What to Know
- A Brooklyn synagogue should be investigated over reports that it hosted a secret wedding with thousands of unmasked guests earlier this month, Gov. Andrew Cuomo said Sunday
- The New York Post reported that guests, mostly unmasked, crammed inside the Yetev Lev temple in Williamsburg for the Nov. 8 wedding
- A man who answered the phone at the synagogue on Sunday said officials there had no comment
A Brooklyn synagogue should be investigated over reports that it hosted a secret wedding with thousands of unmasked guests earlier this month, New York Gov. Andrew Cuomo said Sunday.
“If that happened, it was a blatant disregard of the law,” Cuomo said during a briefing in New York City. “It’s illegal. It was also disrespectful of the people of New York.”
The New York Post reported that guests, mostly unmasked, crammed inside the Yetev Lev temple in Williamsburg for the Nov. 8 wedding of Yoel Teitelbaum, a grandson of Satmar Grand Rabbi Aaron Teitelbaum, in blatant violation of coronavirus restrictions that ban large indoor gatherings. The synagogue has a capacity of 7,000 people.
Organizers kept the wedding secret after state officials canceled an earlier Satmar wedding, the Post reported, citing a Yiddish newspaper, Der Blatt.
“If it turns out that because we stopped that wedding the reaction was, ‘Well we’ll have a secret wedding,’ that would be really shocking and totally deceitful,” Cuomo said. “It’s illegal and the city should do a robust investigation,” he added.
A spokesman for New York City Mayor Bill de Blasio said the city is investigating. During an interview on NY1 Monday evening, the mayor said that the synagogue that held the secret wedding will be fined $15,000 and more consequences could be coming soon.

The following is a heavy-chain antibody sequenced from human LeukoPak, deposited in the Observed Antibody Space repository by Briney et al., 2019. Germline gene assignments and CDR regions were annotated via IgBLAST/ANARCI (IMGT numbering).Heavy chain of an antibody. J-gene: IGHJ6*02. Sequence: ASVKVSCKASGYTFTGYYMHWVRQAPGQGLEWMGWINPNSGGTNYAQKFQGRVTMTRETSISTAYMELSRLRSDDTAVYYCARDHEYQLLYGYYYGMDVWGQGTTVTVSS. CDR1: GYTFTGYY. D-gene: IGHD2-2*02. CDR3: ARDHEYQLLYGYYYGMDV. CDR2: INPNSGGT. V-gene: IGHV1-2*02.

"We know there was a wedding, we know it was too big. We don't have an exact figure, but whatever it was, it was too big," de Blasio said. "There appeared to be a real effort to conceal it, which is absolutely unacceptable."
A man who answered the phone at the synagogue on Sunday said officials there had no comment.
Compliance with coronavirus restrictions in some of New York’s Orthodox Jewish communities has been an issue since the pandemic started last spring.
Protests erupted in the Borough Park section of Brooklyn last month after Cuomo announced a crackdown in several Orthodox neighborhoods as virus cases increased. Many members of Orthodox communities complained that they were being singled out.
Cuomo warned all New Yorkers to avoid social gatherings during the holidays. “The problem is that this is a dangerous period because you have increased social activity by definition,” he said.
Virus rates will likely rise between now and New Year’s Day, Cuomo said.